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Invasive Weed of the Month: Himalayan Blackberry

By Cathy McQueeney

Invasive Weed of the Month: Himalayan Blackberry

The Himalayan blackberry (Rubus bifrons) tantalizes us with its sweet fruits in the summer and tortures us with its prickly vines all year long. Also known as Armenian blackberry, this wide-spread and aggressive weed is native to Armenia and Northern Iran. It is considered an invasive species in many parts of the world, including Clackamas County.

In Oregon, the Himalayan blackberry is designated as a Class B noxious weed. It is found in much of western Oregon and is not actively surveyed, even though it is a weed of economic importance. Propagation, transport and sale of this plant are prohibited by law.
One can find Himalayan blackberries throughout Clackamas County, thriving on unmanaged sites, disturbed areas and along stream corridors. Due to the spread of seed by birds, it is also commonly found under perching sites, such as along fence rows and under power lines.

How Can I Identify Himalayan Blackberry?
Himalayan blackberry is a tall, semi-woody shrub with thorny stems and edible fruits. It grows upright on open ground and will climb and trail over other vegetation. Mature plants can reach up to 15 feet in height. The canes of Himalayan blackberry can reach lengths of 40 feet and are typically green to deep red in color. Blackberry flowers have five white to pale pink petals. Himalayan blackberry forms dense, nearly impenetrable thickets or brambles. In some instances, canes can reach densities of more than 500 canes per square yard. Canes typically last only three years before dying off, so dense thickets are often dominated by old canes.

Why Should I Care About Himalayan Blackberry?
Removing blackberries from public and private property is an on-going battle. The plant aggressively reproduces by seed which passes undamaged through the digestive tract of many birds and animals. This seed can remain dormant in the soil for several years. The canes of adult blackberry plants will also root where the tips touch the ground. These roots may reach 30 feet in length and extend 2-3 feet deep. Unfortunately, even small root fragments can develop into new plants.
Managing this invasive weed requires the investment of significant resources in time, equipment, labor and herbicides. In the case of agricultural land, infestation by blackberries can reduce the available land area for farming. It can also significantly increase farming costs which are then passed on to consumers in higher food prices.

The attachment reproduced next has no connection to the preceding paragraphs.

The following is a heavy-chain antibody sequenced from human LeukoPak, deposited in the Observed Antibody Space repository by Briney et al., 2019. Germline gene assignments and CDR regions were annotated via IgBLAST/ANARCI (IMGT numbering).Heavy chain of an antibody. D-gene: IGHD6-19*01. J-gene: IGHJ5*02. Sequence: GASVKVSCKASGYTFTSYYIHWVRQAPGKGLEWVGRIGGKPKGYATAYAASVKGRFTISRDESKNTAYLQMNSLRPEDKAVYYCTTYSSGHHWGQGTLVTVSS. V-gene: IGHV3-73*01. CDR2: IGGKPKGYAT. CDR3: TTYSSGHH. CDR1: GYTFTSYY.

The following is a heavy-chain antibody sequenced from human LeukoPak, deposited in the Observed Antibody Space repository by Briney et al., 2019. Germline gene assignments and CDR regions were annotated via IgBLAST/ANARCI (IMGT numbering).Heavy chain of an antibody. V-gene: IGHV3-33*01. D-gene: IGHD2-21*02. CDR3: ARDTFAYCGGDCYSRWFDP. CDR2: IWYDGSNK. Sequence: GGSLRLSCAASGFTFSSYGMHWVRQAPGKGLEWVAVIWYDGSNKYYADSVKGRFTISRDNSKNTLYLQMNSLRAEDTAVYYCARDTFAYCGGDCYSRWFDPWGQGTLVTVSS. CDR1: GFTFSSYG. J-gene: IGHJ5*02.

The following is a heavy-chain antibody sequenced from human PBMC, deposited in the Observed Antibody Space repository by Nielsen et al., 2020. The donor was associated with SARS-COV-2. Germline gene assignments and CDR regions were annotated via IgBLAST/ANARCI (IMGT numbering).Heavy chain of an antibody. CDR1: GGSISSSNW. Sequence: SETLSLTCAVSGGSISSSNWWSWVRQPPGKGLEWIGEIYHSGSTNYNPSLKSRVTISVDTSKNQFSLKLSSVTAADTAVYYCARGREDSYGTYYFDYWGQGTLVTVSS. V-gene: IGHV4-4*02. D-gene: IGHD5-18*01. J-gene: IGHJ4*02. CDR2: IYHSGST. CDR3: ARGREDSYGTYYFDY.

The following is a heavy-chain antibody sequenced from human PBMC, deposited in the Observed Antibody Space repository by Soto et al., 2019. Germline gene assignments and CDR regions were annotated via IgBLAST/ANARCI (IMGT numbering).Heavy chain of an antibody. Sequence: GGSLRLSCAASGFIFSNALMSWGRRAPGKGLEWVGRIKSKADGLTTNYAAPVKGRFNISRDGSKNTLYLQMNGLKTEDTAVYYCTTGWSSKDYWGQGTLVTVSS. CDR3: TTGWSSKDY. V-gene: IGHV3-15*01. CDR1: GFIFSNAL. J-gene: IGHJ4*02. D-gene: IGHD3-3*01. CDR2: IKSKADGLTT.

Habitat for wildlife is also disrupted when blackberries form dense thickets which crowd out many native plants. Many of these native trees and shrubs provide shade and bank stability along rivers and streams. In forest land, older canes can build up a substantial litter layer which may serve as fuel for wildfires.

When Should I Control Himalayan Blackberry?
Autumn is an ideal time to manage blackberries on your property. During the spring and summer months, birds and small mammals often use the thorny brush to build nests to protect their young from predators. Blooms attract pollinators and berries are attractive to people, birds and other animals. Desirable plants that coexist with blackberries are also actively growing during the spring and summer months, so control activities on blackberries during this time can be potentially harmful to them as well.

In the fall months, our native plants have largely died back or become dormant for the season, baby birds have left the nest and the blackberry flowers and fruits are no longer attracting wildlife. At this time, blackberry plants are reallocating their resources down into their roots, making fall the ideal time to manage these plants with a targeted herbicide application. Should you choose to use chemical control, ALWAYS FOLLOW THE LABEL and put safety first, for you and any unintended targets.
If You Like Berries, Plant a Native Instead!

Pacific blackberry (Rubus ursinus), also known as trailing blackberry, wild mountain blackberry or Northwest dewberry is the only blackberry native to Oregon. Its smaller, sweeter berries have fewer seeds and ripen earlier than Himalayan blackberries. Instead of forming huge brambles, these plants trail along the ground and can sometimes be found in areas that have been recently logged or burned. Thimbleberry (Rubus parviflous) is another great native berry with delicious fruit prized by foragers. The fruits are fragile and do not pack or ship well, so you won’t find them in stores. This makes them an ideal plant to grow at home!

Learn More
For more detailed information on Himalayan blackberry control, check out the Best Management Practices for Himalayan Blackberry on the WeedWise website at the QR code below. If you have specific questions about Himalayan blackberry or its control, contact the Clackamas Soil and Water Conservation District at 503-210-6000.

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